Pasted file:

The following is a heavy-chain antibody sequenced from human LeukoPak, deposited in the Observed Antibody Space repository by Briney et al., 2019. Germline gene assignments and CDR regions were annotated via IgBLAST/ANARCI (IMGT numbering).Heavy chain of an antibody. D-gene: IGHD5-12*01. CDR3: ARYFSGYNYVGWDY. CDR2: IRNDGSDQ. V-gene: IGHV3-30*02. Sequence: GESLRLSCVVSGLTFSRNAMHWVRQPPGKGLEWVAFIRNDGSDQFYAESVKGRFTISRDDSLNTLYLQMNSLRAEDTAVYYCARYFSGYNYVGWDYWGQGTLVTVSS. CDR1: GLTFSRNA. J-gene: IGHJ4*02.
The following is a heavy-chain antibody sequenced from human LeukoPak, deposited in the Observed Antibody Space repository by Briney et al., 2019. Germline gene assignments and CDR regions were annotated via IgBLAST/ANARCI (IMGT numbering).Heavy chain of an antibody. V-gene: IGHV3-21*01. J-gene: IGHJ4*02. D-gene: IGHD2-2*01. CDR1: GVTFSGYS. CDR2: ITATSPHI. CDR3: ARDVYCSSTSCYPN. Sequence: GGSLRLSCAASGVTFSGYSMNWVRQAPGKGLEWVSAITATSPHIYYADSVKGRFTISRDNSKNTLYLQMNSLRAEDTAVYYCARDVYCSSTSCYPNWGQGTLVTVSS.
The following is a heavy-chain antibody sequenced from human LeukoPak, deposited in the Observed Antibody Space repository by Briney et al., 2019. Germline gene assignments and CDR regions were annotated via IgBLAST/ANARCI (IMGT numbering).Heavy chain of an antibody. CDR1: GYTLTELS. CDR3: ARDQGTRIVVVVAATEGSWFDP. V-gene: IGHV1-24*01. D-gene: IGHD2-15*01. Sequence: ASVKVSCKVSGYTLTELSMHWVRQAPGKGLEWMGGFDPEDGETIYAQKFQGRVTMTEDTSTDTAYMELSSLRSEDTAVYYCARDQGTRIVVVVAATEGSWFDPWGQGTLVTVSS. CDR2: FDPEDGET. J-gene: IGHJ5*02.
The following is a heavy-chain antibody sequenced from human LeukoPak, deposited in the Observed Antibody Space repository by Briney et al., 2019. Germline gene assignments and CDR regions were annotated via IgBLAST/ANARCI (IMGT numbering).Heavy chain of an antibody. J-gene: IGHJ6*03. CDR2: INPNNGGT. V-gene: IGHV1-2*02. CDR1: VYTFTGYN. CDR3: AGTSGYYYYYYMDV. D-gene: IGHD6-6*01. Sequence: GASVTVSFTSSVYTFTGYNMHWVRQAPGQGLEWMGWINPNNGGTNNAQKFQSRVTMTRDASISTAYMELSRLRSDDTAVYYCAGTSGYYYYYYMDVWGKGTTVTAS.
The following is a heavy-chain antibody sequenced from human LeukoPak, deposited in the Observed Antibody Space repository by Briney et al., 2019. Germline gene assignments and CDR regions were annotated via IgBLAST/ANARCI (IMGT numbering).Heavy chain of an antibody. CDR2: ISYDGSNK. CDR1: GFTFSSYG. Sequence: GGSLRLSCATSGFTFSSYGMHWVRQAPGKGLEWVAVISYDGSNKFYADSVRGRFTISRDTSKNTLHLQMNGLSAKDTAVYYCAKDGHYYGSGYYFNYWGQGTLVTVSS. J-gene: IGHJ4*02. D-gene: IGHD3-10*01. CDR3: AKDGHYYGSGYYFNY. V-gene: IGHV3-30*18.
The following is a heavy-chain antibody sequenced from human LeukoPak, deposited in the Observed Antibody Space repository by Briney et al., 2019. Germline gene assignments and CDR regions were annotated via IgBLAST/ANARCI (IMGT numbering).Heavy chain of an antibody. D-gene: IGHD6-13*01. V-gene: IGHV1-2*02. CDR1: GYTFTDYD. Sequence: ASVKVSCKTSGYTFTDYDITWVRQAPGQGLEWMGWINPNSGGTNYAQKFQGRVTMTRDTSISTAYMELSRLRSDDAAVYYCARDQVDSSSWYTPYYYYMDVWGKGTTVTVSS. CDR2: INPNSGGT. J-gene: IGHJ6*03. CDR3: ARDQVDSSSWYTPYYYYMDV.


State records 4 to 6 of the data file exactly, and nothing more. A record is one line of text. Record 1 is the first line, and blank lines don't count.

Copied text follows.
The following is a heavy-chain antibody sequenced from human LeukoPak, deposited in the Observed Antibody Space repository by Briney et al., 2019. Germline gene assignments and CDR regions were annotated via IgBLAST/ANARCI (IMGT numbering).Heavy chain of an antibody. J-gene: IGHJ6*03. CDR2: INPNNGGT. V-gene: IGHV1-2*02. CDR1: VYTFTGYN. CDR3: AGTSGYYYYYYMDV. D-gene: IGHD6-6*01. Sequence: GASVTVSFTSSVYTFTGYNMHWVRQAPGQGLEWMGWINPNNGGTNNAQKFQSRVTMTRDASISTAYMELSRLRSDDTAVYYCAGTSGYYYYYYMDVWGKGTTVTAS.
The following is a heavy-chain antibody sequenced from human LeukoPak, deposited in the Observed Antibody Space repository by Briney et al., 2019. Germline gene assignments and CDR regions were annotated via IgBLAST/ANARCI (IMGT numbering).Heavy chain of an antibody. CDR2: ISYDGSNK. CDR1: GFTFSSYG. Sequence: GGSLRLSCATSGFTFSSYGMHWVRQAPGKGLEWVAVISYDGSNKFYADSVRGRFTISRDTSKNTLHLQMNGLSAKDTAVYYCAKDGHYYGSGYYFNYWGQGTLVTVSS. J-gene: IGHJ4*02. D-gene: IGHD3-10*01. CDR3: AKDGHYYGSGYYFNY. V-gene: IGHV3-30*18.
The following is a heavy-chain antibody sequenced from human LeukoPak, deposited in the Observed Antibody Space repository by Briney et al., 2019. Germline gene assignments and CDR regions were annotated via IgBLAST/ANARCI (IMGT numbering).Heavy chain of an antibody. D-gene: IGHD6-13*01. V-gene: IGHV1-2*02. CDR1: GYTFTDYD. Sequence: ASVKVSCKTSGYTFTDYDITWVRQAPGQGLEWMGWINPNSGGTNYAQKFQGRVTMTRDTSISTAYMELSRLRSDDAAVYYCARDQVDSSSWYTPYYYYMDVWGKGTTVTVSS. CDR2: INPNSGGT. J-gene: IGHJ6*03. CDR3: ARDQVDSSSWYTPYYYYMDV.